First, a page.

Country singer Tim McGraw was found innocent yesterday (May 23) of charges he assaulted a sheriff's deputy during a scuffle over a police horse. The Orchard Park, N.Y., jury also found fellow singer K
Country singer Tim McGraw was found innocent yesterday (May 23) of charges he assaulted a sheriff's deputy during a scuffle over a police horse. The Orchard Park, N.Y., jury also found fellow singer Kenny Chesney and McGraw road manager Mark Russo innocent for their roles in the ruckus last year at a music festival near Buffalo.
McGraw and Chesney hugged each other as the verdict was read, and McGraw's wife, country star Faith Hill, wiped away tears in the front row. "We've been waiting eleven months to have our day in court," a tired-looking McGraw said outside of court. "The justice system works. We have nothing against the people of Buffalo. We'll be back."
The jury took two hours to reach its verdicts. Spectators who packed the court room applauded after the jury left. McGraw, Hill, and Chesney lingered outside court to sign autographs for more than 100 fans.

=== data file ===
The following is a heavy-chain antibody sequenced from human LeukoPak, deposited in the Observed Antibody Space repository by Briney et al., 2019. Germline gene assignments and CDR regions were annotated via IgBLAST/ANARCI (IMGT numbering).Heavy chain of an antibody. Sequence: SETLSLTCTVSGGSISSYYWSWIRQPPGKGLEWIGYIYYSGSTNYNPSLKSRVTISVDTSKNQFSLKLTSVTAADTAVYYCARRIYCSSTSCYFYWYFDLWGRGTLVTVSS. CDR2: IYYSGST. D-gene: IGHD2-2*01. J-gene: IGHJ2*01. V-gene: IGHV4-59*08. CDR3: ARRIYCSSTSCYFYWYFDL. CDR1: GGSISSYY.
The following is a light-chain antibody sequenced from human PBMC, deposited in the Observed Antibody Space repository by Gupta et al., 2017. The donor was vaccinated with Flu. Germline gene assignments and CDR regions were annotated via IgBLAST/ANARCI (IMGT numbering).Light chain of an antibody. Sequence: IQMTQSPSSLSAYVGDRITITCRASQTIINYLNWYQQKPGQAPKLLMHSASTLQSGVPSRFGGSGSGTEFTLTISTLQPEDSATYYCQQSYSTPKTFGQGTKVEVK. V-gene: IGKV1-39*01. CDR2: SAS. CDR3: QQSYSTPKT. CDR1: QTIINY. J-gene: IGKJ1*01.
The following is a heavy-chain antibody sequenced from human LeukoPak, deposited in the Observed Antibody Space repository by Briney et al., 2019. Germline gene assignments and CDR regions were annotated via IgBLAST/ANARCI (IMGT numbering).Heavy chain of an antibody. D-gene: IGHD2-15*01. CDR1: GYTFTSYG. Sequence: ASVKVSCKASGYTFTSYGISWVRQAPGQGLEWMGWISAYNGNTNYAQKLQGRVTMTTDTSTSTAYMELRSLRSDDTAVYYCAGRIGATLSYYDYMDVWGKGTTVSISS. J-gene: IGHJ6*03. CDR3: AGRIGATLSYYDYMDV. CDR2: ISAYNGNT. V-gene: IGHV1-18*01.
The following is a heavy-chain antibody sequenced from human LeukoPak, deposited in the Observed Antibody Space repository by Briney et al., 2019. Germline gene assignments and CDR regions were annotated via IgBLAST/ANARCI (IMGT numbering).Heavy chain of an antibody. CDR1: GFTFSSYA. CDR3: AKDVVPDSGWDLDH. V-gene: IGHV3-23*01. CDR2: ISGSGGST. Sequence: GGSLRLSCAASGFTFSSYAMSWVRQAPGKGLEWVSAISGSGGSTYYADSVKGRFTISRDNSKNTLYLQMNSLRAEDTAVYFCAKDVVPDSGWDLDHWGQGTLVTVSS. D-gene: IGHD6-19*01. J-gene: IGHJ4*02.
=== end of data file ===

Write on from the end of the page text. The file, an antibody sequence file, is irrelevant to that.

McGraw and Chesney were arrested last June 3 after police tried to pull Chesney from a police horse he was riding backstage at the George Strait Country Music Festival. McGraw was accused of attacking deputies as they rushed to Chesney. Russo, 45, was accused of joining in.
McGraw -- whose latest Curb album, "Set This Circus Down," is on top of Billboard's Top Country Albums chart for the fourth straight week -- and Russo were tried on misdemeanor counts that could have carried jail terms of up to a year. Chesney -- whose "Greatest Hits" (BNA) is at No. 7 on the country chart -- was charged with a lesser disorderly conduct violation.
McGraw testified that deputies surrounded Chesney after he rode the horse into an area of Ralph Wilson Stadium reserved for performers. Chesney said he was never given a chance to explain that he had permission to ride the horse, which he called "an innocent, fun gesture."
In closing arguments earlier yesterday, defense attorney Thomas Eoannou called his client's trial a "joke." With Sheriff Patrick Gallivan sitting in the first row, the lawyer said "the sheriff of all of Erie County had put aside the county's business to assassinate Tim McGraw" and protect his own reputation.
Prosecutor Louis Haremski said it was McGraw's ego that had brought on the trouble. He said the singer felt empowered by his fame to step in and interfere with deputies trying pull down Chesney. With the case behind them, McGraw and Chesney can look forward to a summer tour that will kick off June 20 in Albuquerque, N.M.
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